Operational performance and life cycle assessment of double skin façades for office refurbishments in the UK

    Student thesis: Doctoral Thesis


    Improvements to façades are amongst the most effective strategies to reduce energy consumption and to mitigate CO2 emissions of existing buildings. In this respect, double skin façades (DSFs) are able to mitigate energy consumption and GHG emissions while offering indoor thermal comfort. Operational performance of DSFs in new buildings is fairly well studied, while DSFs’ use in refurbishment and life cycle energy, carbon, and environmental impacts are much less so. This thesis has quantitatively addressed such a knowledge gap through a parametric comparative analysis of DSFs against up-to-standard single skin alternatives, both as refurbishment solutions, with sensitivity and uncertainty analyses being conducted where applicable. In total, 2,304 different cases have been modelled, assessed and comparatively analysed.
    A clear distinction has been considered between the energy analysis of the DSF in the operational phase, and the impacts in pre-occupancy phases, and end-of-life stages. All life cycle stages have then been combined with the aim of assessing DSFs’ whole-life energy, whole-life carbon, and environmental and ecological impacts.
    Findings show that most of the DSF configurations analysed do actually perform better than their single skin counterparts from a whole-life energy and carbon perspective, thereby representing viable and effective solutions for UK low-carbon office refurbishments. However, materials and assemblies used for the DSF bear additional ecological and environmental impacts that are not insignificant and should therefore also be considered if a holistic view of environmental sustainability is to be undertaken. Not only does this research represent the first of its kind, i.e. a parametric life cycle assessment (LCA) of DSFs, but it also informs a more energy-efficient and impacts-driven design approach to ensure that the environmental burdens are not just shifted from one impact category to another. Additionally, the methodology developed for this research represents a novel means for comparative LCAs of building assemblies and components. As such, it can be adopted and adapted to serve as a methodological frame of reference in built environment studies.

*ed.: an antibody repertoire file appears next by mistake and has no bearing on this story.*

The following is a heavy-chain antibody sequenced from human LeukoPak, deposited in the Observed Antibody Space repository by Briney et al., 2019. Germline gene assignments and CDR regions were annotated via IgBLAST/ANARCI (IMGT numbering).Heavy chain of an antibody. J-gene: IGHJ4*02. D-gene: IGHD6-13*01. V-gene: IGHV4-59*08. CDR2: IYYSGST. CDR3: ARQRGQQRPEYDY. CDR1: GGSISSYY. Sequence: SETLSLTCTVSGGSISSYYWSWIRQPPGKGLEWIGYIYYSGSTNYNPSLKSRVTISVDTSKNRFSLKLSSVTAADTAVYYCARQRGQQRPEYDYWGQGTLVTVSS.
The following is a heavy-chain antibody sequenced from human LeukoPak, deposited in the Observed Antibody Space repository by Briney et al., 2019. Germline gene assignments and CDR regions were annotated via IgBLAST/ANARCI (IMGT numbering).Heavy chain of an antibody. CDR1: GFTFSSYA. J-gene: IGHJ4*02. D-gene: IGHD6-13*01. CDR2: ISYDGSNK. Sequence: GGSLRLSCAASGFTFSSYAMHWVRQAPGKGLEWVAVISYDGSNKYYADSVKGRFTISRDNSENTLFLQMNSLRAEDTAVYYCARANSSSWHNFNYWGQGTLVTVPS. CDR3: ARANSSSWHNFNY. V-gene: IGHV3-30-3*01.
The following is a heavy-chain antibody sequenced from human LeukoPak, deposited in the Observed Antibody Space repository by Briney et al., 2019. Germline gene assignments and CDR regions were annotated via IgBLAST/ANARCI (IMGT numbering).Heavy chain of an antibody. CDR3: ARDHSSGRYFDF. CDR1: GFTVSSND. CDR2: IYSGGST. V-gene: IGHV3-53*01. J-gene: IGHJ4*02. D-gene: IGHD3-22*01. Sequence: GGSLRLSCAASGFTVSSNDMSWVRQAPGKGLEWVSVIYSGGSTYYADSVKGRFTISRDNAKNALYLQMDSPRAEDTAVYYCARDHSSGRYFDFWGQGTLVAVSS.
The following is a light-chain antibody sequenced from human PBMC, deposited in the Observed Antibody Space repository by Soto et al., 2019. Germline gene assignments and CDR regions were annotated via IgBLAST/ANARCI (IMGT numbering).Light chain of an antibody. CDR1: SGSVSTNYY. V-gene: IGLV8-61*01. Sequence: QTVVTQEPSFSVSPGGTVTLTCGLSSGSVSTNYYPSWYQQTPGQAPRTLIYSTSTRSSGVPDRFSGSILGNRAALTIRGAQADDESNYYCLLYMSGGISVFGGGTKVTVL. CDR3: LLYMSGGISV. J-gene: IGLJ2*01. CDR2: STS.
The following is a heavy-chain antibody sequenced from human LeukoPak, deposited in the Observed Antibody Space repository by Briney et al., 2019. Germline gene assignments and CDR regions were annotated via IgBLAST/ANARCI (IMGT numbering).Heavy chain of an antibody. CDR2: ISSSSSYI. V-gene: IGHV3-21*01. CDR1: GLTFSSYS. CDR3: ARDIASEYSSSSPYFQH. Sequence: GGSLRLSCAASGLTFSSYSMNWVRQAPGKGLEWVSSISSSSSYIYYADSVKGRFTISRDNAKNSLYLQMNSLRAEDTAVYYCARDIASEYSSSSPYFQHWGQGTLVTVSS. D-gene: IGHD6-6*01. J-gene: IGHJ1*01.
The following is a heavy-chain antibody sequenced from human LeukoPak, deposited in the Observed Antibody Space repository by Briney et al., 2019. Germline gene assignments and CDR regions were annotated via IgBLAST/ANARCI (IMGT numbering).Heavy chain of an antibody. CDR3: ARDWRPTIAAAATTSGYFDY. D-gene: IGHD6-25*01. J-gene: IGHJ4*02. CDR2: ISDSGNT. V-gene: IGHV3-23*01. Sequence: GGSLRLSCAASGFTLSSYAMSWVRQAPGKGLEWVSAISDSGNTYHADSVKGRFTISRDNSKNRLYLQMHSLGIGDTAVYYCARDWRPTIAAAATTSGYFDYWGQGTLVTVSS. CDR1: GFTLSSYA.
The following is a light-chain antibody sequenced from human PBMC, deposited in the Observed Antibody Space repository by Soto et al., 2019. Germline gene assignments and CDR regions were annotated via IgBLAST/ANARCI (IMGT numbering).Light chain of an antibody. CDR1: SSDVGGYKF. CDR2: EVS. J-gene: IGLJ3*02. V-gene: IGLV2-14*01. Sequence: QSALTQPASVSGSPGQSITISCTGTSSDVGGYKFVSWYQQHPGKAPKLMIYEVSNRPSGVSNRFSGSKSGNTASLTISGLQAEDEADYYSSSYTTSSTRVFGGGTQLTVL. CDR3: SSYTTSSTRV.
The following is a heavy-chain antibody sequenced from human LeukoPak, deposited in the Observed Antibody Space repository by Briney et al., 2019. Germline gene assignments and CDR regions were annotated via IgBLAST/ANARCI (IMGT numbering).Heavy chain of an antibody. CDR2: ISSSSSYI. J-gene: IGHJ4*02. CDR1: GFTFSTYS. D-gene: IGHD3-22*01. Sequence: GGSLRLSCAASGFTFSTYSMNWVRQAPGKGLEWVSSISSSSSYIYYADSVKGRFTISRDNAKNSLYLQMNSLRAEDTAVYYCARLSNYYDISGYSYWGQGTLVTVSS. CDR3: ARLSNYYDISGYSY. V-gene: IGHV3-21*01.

Date of Award14 Jan 2016
    Original languageEnglish
    Awarding Institution
    • University of Brighton
    SupervisorPoorang Piroozfar (Supervisor), Ryan Southall (Supervisor) & Philip Ashton (Supervisor)

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